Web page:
Control Residual Isocyanates in Polyurethane Polymerizations

As manufacturing volume rises, worries have increased over both product quality and the toxic health impact of residual isocyanates.

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Isocyanates are critical building blocks for high performance polyurethane based polymers that make up coatings, foams, adhesives, elastomers, and insulation. With demand expanding globally, the market for isocyanates is expected to grow to $39 billion by 2019. As manufacturing volume rises, worries have increased over both product quality and the toxic health impact of residual isocyanates. In 2015, concerns over exposure to residual isocyanates led the Environmental Protection Agency to issue new actions extending the Toxic Substances Control Act in order to limit residual isocyanates in new products.

Controlling isocyanate reactions begins with process understanding. Yet, traditional analytical methods for measuring the residual isocyanate (NCO) concentration using offline sampling and analysis introduces concerns such as:

  • Long wait times for offline analytical results making it impossible to make real-time decisions, leading to inconsistent product quality and reduction in production capacity
  • Sufficient process knowledge lacking at any given time point
  • Exposure to NCO samples increasing the risk of sensitization and human health risks

In situ monitoring with process analytical technology addresses these challenges. Specifically, in situ mid-IR spectroscopy with an attenuated total reflectance (ATR) sensor is an ideal choice due to its selectivity and sensitivity. Inline spectroscopy offers a very straight forward way to monitor reaction initiation, progression, conversion, intermediate (transient and/or highly reactive) formation, and end-point in real time. It can quantify NCO, polyol, by-products, and pre-polymer concentrations under reaction conditions without taking samples for offline analysis. This enables manufacturers and formulators to ensure that product quality specifications, personnel safety, and environmental regulations are met.

In the following example a diisocyanate reacts with a polyol (Scheme 1). Several critical process parameters may affect the residual diisocyanate in the product including temperature of the reaction, quality of the incoming starting material, feed rates, reaction kinetics, and reaction time.

Scheme 1. Diisocyanate reaction to form a prepolymerScheme 1. Diisocyanate reaction to form a prepolymer

To track reaction progression, a probe based FTIR instrument (ReactIR) was inserted directly into the vessel for the duration of the batch. Mid-infrared spectra were recorded every 60 seconds and plotted over time creating the three dimensional waterfall graph as shown in Figure 1. This plot depicts how a decrease in reactants is concurrent with an increase in the product as time progresses.

Figure 1. Waterfall plot tracking the reaction from Scheme 1 over time. X axis is Energy (wavenumber cm-1), Y axis is Absorbance Unit, and Z axis is Time (hours)The reaction components are easily detected by the distinct peaks as shown in Figure 1 (using conclusive functional group peak assignment, peak at 2270 cm-1 is the NCO functional group of the reactant while peak at 1740 cm-1 is the C=O functional group of the prepolymer). Reaction progression, a plot of the relative concentration of each reaction component as a function of reaction time is depicted in Figure 2. The mechanism can be explained and kinetics of product formation can be calculated from the information. The reaction endpoint is precisely detected three hours after initiation.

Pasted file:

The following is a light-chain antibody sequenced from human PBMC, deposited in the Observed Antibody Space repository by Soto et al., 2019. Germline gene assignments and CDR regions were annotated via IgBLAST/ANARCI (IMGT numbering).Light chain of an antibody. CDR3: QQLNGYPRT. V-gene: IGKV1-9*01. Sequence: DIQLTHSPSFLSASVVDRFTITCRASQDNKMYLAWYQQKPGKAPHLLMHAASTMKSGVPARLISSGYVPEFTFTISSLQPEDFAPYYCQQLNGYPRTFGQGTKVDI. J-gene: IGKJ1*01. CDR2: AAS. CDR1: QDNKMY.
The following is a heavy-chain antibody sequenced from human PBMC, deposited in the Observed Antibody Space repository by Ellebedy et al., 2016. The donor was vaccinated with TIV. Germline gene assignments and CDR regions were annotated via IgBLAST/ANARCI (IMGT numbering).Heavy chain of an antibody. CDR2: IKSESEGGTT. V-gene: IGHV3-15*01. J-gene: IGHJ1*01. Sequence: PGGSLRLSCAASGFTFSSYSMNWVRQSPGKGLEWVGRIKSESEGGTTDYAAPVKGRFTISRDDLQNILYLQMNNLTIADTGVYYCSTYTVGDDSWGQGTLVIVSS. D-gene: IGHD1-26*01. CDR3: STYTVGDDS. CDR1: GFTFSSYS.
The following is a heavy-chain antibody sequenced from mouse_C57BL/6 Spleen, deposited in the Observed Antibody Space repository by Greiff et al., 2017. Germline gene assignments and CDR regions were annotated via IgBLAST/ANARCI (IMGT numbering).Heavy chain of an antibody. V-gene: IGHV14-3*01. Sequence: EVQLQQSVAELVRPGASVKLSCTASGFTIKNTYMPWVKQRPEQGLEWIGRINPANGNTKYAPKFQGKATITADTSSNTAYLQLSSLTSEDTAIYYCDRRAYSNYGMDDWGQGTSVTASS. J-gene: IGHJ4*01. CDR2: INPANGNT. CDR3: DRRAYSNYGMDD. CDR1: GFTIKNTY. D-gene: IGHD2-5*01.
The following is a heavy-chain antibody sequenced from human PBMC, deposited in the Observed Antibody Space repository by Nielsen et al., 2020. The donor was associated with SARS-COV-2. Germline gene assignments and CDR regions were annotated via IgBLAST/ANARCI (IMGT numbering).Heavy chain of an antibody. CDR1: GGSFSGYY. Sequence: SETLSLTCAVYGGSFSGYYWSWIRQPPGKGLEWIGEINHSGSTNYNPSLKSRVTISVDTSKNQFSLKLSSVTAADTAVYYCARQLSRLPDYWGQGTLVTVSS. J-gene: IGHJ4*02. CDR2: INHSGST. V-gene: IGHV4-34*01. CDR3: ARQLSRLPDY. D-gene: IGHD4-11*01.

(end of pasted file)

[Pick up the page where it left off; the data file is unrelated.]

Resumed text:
Figure 1Figure 1

Figure 2. Two dimensional peak profiles trending reaction components over time

To confirm that the NCO concentration meets specification, samples were extracted and the residual NCO concentration was measured via the titration method [ASTM D2572-97(2010)]. These results are then correlated to the mid-infrared absorbance values of the diisocyanate component trend as shown in Figure 3. The diisocyanate concentration does not reach zero because the prepolymer product contains unreacted NCO functional groups.

Figure 2Figure 2

Figure 3. Diisocyanate trend overlaid with offline titration measurements confirming the remaining NCO concentration

After validating the measurement and confirming that yield and purity meet specifications, it is possible to use the real-time trends depicted in Figure 2 to set process control limits on the reaction progression for each reaction component. If a trend deviates from expected values, the in situ measurement can immediately detect the change from optimum or expected and provide engineers and plant operators with the opportunity to make the necessary corrections during manufacture of the prepolymer. Such actionable information available in real time reduces or eliminates the potential for out-of-spec batches; reducing or eliminating the need to re-work batches that don’t meet quality standards.

Figure 3Figure 3

Process Understanding: Seeing is Believing

Monitoring isocyanate reactions using in situ mid-infrared spectroscopy (ReactIR) allows manufacturers and formulators to “see” what is happening with their chemistry as it occurs. It enables on the spot and fast decisions about dynamic process parameters or conditions. Armed with increased reaction understanding, research scientists, engineers, and plant operators are able to quickly optimize and scale up processes with increased robustness and quality. This enables a safer work environment and ensures residual NCO concentration meets specifications, while optimizing production capacity and lowering operating costs.

Brian L. Wittkamp, PhD, is the Market Development Manager at Mettler Toledo AutoChem

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